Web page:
COVID-19: 3,793 new cases reported as one Omicron variant case confirmed

Galway Daily news 25 percent drop in COVID cases in Galway hospitals

There have been a further 3,793 cases of COVID-19 reported in Ireland today, as the presence of the Omicron variant has been confirmed.

The Department of Health said earlier today that one case of the Omicron variant has been confirmed, which is associated with travel from one of the scheduled States.

Genetic sequencing was done on eight samples with potential markers of the variant, one of which was confirmed to be the Omicron strain.

As of this morning there were 578 people in the country hospitalised with COVID-19, of whom 117 are in the ICU.

Chief Medical Officer Dr. Tony Holohan said that confirmation of the presence of the Omicron variant shouldn’t change the response to current public health measures.

“The best mitigation we have against transmission of this virus, regardless of the variant, are the public health measures that we are so familiar with and more importantly, that we know will work.”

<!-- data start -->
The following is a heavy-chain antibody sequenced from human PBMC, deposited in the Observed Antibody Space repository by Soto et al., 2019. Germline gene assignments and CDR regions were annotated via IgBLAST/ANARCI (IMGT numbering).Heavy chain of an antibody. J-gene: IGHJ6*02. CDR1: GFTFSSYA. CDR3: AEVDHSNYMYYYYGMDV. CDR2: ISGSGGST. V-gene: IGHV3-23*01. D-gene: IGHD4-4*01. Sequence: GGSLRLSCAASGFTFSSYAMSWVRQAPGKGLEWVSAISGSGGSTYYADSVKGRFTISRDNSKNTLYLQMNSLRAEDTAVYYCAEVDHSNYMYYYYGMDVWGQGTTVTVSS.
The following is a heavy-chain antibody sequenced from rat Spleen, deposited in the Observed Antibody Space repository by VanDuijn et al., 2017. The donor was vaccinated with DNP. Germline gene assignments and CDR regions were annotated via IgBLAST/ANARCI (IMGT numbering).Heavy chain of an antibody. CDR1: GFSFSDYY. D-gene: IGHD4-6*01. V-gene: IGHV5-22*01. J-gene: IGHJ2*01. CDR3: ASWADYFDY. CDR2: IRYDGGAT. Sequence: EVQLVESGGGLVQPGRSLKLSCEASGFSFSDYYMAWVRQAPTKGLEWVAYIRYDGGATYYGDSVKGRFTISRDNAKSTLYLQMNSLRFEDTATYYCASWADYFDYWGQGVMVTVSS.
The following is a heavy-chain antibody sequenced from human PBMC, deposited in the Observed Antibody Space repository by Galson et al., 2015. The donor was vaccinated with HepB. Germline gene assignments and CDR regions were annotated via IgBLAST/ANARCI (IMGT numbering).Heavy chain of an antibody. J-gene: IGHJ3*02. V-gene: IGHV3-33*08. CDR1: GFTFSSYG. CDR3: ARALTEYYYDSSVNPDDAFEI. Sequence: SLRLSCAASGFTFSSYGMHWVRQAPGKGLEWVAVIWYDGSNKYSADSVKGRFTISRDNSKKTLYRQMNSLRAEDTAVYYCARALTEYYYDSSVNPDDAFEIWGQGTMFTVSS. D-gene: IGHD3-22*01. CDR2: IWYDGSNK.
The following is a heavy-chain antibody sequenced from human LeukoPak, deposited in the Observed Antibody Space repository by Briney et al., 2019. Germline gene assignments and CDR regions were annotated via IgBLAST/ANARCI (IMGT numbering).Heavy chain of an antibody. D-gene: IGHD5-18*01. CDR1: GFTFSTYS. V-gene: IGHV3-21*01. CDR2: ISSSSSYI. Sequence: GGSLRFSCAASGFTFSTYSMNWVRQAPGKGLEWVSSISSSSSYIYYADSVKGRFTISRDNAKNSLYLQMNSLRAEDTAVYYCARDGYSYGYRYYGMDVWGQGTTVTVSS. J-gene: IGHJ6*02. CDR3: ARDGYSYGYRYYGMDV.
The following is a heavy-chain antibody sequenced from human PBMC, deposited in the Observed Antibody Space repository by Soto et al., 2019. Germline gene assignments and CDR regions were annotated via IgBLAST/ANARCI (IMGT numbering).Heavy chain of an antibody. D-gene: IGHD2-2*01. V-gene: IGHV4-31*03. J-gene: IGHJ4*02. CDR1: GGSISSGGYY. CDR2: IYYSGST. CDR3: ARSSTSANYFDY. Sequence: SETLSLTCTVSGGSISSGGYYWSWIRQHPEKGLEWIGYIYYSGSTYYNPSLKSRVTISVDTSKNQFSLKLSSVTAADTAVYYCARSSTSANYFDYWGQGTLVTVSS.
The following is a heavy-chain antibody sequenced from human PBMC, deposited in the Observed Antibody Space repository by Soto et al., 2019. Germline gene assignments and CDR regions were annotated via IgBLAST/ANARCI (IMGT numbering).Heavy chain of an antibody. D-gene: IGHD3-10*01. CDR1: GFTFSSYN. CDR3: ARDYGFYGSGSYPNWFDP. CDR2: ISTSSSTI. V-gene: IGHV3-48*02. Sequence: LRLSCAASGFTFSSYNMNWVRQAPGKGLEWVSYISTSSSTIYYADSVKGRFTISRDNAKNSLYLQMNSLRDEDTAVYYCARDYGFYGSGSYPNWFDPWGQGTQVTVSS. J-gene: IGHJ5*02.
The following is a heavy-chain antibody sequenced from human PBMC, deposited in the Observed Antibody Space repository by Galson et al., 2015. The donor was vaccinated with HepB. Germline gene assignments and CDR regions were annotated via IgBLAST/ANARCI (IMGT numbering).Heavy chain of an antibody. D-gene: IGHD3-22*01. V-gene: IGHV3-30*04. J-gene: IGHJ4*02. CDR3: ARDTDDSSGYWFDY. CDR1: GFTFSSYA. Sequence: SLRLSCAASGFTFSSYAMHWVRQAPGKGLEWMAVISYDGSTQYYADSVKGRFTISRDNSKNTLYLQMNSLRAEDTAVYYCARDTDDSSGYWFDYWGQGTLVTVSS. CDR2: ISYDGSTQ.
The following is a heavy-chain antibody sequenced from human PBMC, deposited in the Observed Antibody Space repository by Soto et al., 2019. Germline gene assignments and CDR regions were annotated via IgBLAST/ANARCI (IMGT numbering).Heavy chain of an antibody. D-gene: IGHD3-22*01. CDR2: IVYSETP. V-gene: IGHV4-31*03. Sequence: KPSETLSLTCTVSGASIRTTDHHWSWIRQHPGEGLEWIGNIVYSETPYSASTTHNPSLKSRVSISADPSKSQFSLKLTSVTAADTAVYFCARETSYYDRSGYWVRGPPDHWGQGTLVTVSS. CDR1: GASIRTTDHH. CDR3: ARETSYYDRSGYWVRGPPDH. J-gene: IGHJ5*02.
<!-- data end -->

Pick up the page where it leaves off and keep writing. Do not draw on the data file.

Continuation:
“For at least the next two weeks, if we can all make a concerted effort to reduce our contacts, then I am hopeful that we can make a real difference to incidence of disease in Ireland.”

“There is no group who should feel the public health advice does not apply to them. It is only if we act together that we can keep ourselves, our loved ones and health and social care facilities safe.”

“As we look to the month ahead, consider your choices and make the right ones. Do not go into work tomorrow if you can work from home. If you are an employer, facilitate remote working for your employees.”

The reporting of the new variant by public health officials in South Africa led to quick decisions by European states to restrict travel from multiple states in the south of the continent.

The World Health Organisation has labelled it a variant “of concern”, but information is still emerging about how serious it may be.

The COVID-19 data hub provides information on the key indicators of the disease in the community, including the status of the vaccine campaign.